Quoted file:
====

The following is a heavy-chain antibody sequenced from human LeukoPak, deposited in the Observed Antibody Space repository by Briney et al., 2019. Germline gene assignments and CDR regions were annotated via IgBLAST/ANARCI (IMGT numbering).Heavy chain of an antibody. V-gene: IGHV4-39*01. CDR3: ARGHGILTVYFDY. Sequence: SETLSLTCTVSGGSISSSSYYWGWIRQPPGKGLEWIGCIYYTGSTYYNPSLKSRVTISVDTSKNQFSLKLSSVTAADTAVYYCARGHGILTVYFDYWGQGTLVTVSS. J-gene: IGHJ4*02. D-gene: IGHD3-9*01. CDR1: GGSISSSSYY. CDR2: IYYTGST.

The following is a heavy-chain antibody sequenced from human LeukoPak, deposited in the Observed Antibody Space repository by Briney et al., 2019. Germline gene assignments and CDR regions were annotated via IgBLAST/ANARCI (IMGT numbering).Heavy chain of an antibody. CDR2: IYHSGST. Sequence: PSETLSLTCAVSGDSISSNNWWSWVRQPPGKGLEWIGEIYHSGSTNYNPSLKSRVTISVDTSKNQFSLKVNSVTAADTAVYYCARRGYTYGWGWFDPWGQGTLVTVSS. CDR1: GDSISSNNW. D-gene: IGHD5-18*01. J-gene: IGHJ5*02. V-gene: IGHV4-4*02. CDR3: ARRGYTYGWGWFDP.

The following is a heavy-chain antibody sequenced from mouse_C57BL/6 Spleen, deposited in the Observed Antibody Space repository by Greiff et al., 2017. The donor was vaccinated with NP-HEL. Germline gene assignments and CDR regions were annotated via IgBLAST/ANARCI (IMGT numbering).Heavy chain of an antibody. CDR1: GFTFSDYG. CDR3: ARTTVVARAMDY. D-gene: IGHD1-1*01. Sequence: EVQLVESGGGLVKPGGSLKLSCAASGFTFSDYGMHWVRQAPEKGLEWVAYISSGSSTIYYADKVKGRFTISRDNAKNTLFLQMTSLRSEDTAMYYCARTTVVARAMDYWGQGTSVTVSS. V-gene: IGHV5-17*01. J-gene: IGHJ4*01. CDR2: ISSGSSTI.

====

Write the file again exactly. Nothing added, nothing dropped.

The following is a heavy-chain antibody sequenced from human LeukoPak, deposited in the Observed Antibody Space repository by Briney et al., 2019. Germline gene assignments and CDR regions were annotated via IgBLAST/ANARCI (IMGT numbering).Heavy chain of an antibody. V-gene: IGHV4-39*01. CDR3: ARGHGILTVYFDY. Sequence: SETLSLTCTVSGGSISSSSYYWGWIRQPPGKGLEWIGCIYYTGSTYYNPSLKSRVTISVDTSKNQFSLKLSSVTAADTAVYYCARGHGILTVYFDYWGQGTLVTVSS. J-gene: IGHJ4*02. D-gene: IGHD3-9*01. CDR1: GGSISSSSYY. CDR2: IYYTGST.

The following is a heavy-chain antibody sequenced from human LeukoPak, deposited in the Observed Antibody Space repository by Briney et al., 2019. Germline gene assignments and CDR regions were annotated via IgBLAST/ANARCI (IMGT numbering).Heavy chain of an antibody. CDR2: IYHSGST. Sequence: PSETLSLTCAVSGDSISSNNWWSWVRQPPGKGLEWIGEIYHSGSTNYNPSLKSRVTISVDTSKNQFSLKVNSVTAADTAVYYCARRGYTYGWGWFDPWGQGTLVTVSS. CDR1: GDSISSNNW. D-gene: IGHD5-18*01. J-gene: IGHJ5*02. V-gene: IGHV4-4*02. CDR3: ARRGYTYGWGWFDP.

The following is a heavy-chain antibody sequenced from mouse_C57BL/6 Spleen, deposited in the Observed Antibody Space repository by Greiff et al., 2017. The donor was vaccinated with NP-HEL. Germline gene assignments and CDR regions were annotated via IgBLAST/ANARCI (IMGT numbering).Heavy chain of an antibody. CDR1: GFTFSDYG. CDR3: ARTTVVARAMDY. D-gene: IGHD1-1*01. Sequence: EVQLVESGGGLVKPGGSLKLSCAASGFTFSDYGMHWVRQAPEKGLEWVAYISSGSSTIYYADKVKGRFTISRDNAKNTLFLQMTSLRSEDTAMYYCARTTVVARAMDYWGQGTSVTVSS. V-gene: IGHV5-17*01. J-gene: IGHJ4*01. CDR2: ISSGSSTI.